No. 628 - Waratah Primitive Methodist Church (1882-1894) - "There is Death in the Pot"

Waratah is a former mining town located approximately 80 kilometres south of Burnie. Waratah was briefly the site of the world’s largest tin mine. The town’s origins date back to 1871 when James "Philosopher" Smith discovered tin at Mount Bischoff. The population boomed and reached 2500 at its peak, which was large enough to support six religious denominations, including a Wesleyan Methodist and Primitive Methodist church.

The Primitive Methodists first appeared in Launceston in 1857 and went on to develop a strong presence in northern Tasmania. Primitive Methodist camp meetings mostly attracted the working classes who sometimes did not feel well-accepted by the middle-class Wesleyan Methodists. The “Primitive” movement began in Britain in 1808 led by Methodist lay preacher Hugh Bourne who had been expelled from the Methodist movement. Bourne and his followers became known as Primitive Methodists, implying ‘first’ or ‘original’. Bourne's followers were disparagingly called 'Ranters' with reference to their crude and often noisy preaching.

Little information is available about the Primitive Methodist church at Waratah and I have yet to find a photograph of it or establish its exact location in the town. There are only two brief references to its opening services which confirm that the church was formally opened on Sunday 7 May 1882 with services conducted by Reverend F. Sinden, of Longford. A fund raising ‘tea meeting’ was held two days later. A little more is learnt about the church’s establishment in a report published at the time of the first anniversary service held in April 1883:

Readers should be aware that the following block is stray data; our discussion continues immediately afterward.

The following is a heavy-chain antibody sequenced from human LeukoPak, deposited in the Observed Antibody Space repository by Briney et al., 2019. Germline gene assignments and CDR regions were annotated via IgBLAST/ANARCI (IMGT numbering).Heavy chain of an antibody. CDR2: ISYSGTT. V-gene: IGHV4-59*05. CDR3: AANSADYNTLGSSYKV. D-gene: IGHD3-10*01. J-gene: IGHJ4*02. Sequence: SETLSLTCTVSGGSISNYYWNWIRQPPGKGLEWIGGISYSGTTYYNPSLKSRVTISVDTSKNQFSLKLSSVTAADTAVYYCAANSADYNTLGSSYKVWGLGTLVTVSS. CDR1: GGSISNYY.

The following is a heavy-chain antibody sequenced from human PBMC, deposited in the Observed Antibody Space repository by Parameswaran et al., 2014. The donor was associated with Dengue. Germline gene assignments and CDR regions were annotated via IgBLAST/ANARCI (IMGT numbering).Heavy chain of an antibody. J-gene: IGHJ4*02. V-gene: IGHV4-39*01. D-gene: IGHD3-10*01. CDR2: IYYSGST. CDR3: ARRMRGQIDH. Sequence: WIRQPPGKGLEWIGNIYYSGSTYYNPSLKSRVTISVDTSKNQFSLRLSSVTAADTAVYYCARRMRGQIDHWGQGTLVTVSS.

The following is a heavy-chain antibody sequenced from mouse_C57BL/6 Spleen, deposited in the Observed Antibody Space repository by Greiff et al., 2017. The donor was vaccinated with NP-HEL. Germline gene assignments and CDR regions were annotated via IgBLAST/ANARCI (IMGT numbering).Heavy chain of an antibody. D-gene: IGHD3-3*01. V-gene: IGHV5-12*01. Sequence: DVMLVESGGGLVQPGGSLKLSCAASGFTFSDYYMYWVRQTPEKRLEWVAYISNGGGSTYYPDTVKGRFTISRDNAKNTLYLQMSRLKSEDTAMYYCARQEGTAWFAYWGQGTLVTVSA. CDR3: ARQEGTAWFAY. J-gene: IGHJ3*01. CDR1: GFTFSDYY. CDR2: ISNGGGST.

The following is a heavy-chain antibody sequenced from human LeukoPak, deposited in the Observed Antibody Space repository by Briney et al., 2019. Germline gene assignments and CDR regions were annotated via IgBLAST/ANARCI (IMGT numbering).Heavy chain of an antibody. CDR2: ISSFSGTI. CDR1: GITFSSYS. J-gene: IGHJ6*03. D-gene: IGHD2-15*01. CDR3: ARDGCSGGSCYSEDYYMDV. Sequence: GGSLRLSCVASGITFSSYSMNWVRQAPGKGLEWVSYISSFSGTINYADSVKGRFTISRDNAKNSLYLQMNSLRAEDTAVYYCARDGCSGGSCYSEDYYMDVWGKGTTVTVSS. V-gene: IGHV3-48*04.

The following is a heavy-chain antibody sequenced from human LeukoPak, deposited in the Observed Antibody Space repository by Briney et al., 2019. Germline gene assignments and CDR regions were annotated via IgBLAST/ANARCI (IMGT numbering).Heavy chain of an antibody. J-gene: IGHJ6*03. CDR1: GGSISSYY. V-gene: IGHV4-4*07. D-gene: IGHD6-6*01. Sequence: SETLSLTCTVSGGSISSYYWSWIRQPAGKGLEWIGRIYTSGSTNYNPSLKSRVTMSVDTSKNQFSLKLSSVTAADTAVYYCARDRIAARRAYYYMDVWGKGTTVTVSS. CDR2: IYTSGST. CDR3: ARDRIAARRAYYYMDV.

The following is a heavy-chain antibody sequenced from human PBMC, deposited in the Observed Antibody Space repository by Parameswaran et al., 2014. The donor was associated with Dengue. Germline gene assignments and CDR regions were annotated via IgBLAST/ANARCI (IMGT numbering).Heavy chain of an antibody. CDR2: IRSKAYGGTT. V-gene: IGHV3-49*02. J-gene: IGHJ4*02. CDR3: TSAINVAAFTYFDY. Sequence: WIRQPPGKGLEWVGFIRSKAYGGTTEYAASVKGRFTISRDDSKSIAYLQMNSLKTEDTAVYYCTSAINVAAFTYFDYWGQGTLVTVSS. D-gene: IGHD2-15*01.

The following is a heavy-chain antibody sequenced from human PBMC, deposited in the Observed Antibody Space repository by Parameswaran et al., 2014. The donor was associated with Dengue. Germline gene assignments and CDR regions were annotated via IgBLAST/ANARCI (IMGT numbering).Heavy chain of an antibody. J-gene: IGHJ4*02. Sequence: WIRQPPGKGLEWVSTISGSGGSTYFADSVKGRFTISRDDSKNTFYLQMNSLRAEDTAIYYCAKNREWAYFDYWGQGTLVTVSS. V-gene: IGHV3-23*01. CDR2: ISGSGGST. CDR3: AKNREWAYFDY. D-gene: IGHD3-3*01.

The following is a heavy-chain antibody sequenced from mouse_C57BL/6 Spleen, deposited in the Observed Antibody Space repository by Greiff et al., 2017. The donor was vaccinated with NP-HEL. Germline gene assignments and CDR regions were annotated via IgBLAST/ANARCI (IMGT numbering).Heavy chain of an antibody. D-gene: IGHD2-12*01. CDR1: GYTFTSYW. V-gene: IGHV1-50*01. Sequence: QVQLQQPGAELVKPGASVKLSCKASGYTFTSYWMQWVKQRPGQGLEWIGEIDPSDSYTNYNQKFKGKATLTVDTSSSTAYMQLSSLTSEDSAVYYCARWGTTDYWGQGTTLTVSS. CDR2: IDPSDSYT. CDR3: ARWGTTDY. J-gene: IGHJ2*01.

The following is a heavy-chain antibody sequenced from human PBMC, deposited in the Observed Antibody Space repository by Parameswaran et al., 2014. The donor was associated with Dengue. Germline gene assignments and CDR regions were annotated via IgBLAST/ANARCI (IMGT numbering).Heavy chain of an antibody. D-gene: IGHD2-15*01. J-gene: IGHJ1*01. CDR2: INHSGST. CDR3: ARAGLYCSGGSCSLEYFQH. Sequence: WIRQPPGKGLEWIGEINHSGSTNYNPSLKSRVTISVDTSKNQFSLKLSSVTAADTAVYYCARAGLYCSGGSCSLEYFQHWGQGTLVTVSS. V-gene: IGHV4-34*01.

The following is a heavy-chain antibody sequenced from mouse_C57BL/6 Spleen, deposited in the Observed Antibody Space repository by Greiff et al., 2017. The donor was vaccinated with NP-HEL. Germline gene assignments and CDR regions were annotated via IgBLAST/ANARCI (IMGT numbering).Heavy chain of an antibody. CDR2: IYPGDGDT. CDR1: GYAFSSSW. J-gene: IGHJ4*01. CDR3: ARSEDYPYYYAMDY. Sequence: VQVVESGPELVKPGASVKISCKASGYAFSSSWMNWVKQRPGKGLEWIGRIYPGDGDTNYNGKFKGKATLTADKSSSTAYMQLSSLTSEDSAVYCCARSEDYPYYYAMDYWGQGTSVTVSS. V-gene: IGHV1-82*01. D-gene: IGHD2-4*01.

“…The pastor, the Rev. J. T. Piercey, preached morning and evening. The church was crowded to excess, and we are happy to say that the word of life was blessed and fruits gathered. An anniversary and farewell tea was held on the following Monday,… Tea commenced at 5 p.m., and the ladies were kept going till 7 p.m. After the tables were cleared a public meeting was held. The report was read by the pastor. He said that the current expenses for the year had been met by the rent received from the Good Templar Lodges, and a collection made quarterly, but there was a debt of £150, which the trustees wished to reduce,…The Rev. W. Harris then addressed the meeting. He referred to the past two years labours of his colleague, and said he came as [a] one year probationer, but had successfully passed three years examinations in the two years, and was now at liberty to take to himself a wife,… Mr. Illgen spoke of the difficulties of the past two years, and said that for twelve months they had to worship in the public halls, but now had a neat comfortable church holding from 150 to 200 hearers. During the winter months their pastor had given 16 discourses from the life of Joseph to young men, and many had been added to the church. He said he had no doubt about the debt being cleared off if they worked together. He expressed his sorrow at Mr. Piercey's departure, but prayed for his prosperity. …Mr. Bell, on behalf of the members of the Church, presented Mr. Piercey with a handsome and expensive family Bible, as a token of their love and esteem…”.